Author: Hubbard, L. R.
Document date: 1956, 7 November
Document title: Creation
Document type: lecture transcript
Event: Fifteenth American Advanced Clinical Course
Location: Washington, DC
Document ID: 15ACC-18
Description: Hubbard talks a progressive scale of creativeness that begins with lies, and progresses to the creation of masses, space, particles and thought. Discusses also a spectrum of worship that includes spaces and masses. Explains the "only difference between nuclear physicists and Roman Catholicism."
Now, what — what do we find as a common denominator of processing, then? Creativeness. Creativeness. Creativeness has a scale which begins with lies. Lies are the lowest level of creativeness.
The next scale above lies is, of course, the creation of a thought. Just plain creation of a thought, independent of other thoughts.
The next level above that is the creation of a mechanic. But people run them in reverse: They have to be able to create the mechanical adequately before they can create a thought. That’s just the way it stacks up.
The number of people who create thoughts are very few. H.L. Mencken, just before his death, wrote quite a dissertation on this. And his opinion of the ability of man to think an original thought was poor.
But for a man to create a thought, he evidently — if he’s fairly low down the line — has to have the idea that he can create a mass or a space or something. So the creation of masses, spaces, particles, so on, is actually below the ability to create a thought. You see, one gets starved for masses, spaces and particles and believes that these have in them a number of thoughts. They believe these things have in them a number of thoughts. And so they take the thoughts out of these masses. They remove the thoughts already extant in the masses of yesterday. Of course, they have to put them there to remove them, but that’s perfectly all right. They believe that these thoughts came from the masses.
They develop philosophies. Man is fantastic. He develops a philosophy like dialectic materialism. He says every thought comes from the collision of two forces. (Two or more forces he should have said.) By the way, that’s not even scientifically well written. You know? I mean, it has extraordinaries. Like why two forces? Why not three forces? You know? That kind of nonsense.
Of course, somebody with a scarcity of masses treasures the masses. And he says, “These masses are really something.” And he rather deifies them. And he says, “When you bump these two masses together, of course, you get a thought out of them; that shows you that they’re God.”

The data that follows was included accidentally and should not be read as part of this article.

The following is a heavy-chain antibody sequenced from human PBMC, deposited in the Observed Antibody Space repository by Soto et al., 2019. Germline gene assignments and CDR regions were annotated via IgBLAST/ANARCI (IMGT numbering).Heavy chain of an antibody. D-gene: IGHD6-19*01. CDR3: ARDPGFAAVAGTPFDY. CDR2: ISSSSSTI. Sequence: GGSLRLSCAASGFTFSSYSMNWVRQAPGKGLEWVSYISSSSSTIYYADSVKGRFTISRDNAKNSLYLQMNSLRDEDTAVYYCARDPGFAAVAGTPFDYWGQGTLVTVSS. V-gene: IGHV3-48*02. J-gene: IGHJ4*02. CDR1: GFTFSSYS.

And the only difference between Roman Catholicism and nuclear physics is that the Roman Catholic has an easier idea getting some thoughts into space. In nuclear physics we get thoughts into space by banging together masses. But there’s no less deity involved. There is no less a worshipful attitude toward these masses that give up these beautiful reactions.
Every once in a while they turn around and tell you, if they’re not watching themselves too carefully or if they’ve had a drink, “Isn’t God wonderful!” You know, they turn the reactor on and let it react for a while, and they turn around to you, “Isn’t God wonderful!” Now, they got tired of having God in space and put him back in idol form.
That’s the truth of the matter.
Any race does this eventually. It gets tired of looking into space and ruining all of its havingness and puts their gods into masses. Actually, probably idolatry is much more healthy from a standpoint of body masses than a spatial religion. You got something real solid, you can walk up to it and lean on it, you know, and you can say, “Oh boy. Yeah, I know God heard me now; there he is.” See?
Savage people worship rocks, and so forth. And that’s pretty low- toned and pretty barbaric when they get down to worshipping rocks. But when you get down to worshipping rocks you can’t see, you’ve got the modern atomic physicist.
So anyway, these boys actually are copartners in the creation of any given instant. And the instants which were, just aren’t. It’s too simple though, of course, you see? It’s — have to make it more complicated. But the instants which were, aren’t: They didn’t go anywhere.
Now, if you understand this clearly, then you understand what is wrong with your preclear is his ability to create. Ability to create thoughts, his ability to create particles and masses in terms of the bank and certainly, observably, he is very deficient in being able to create walls that are as big as and solid as the room walls.
Hubbard, L. R. (1956, 7 November). Creation. Fifteenth American Advanced Clinical Course, (15ACC-18). Lecture conducted from Washington, DC.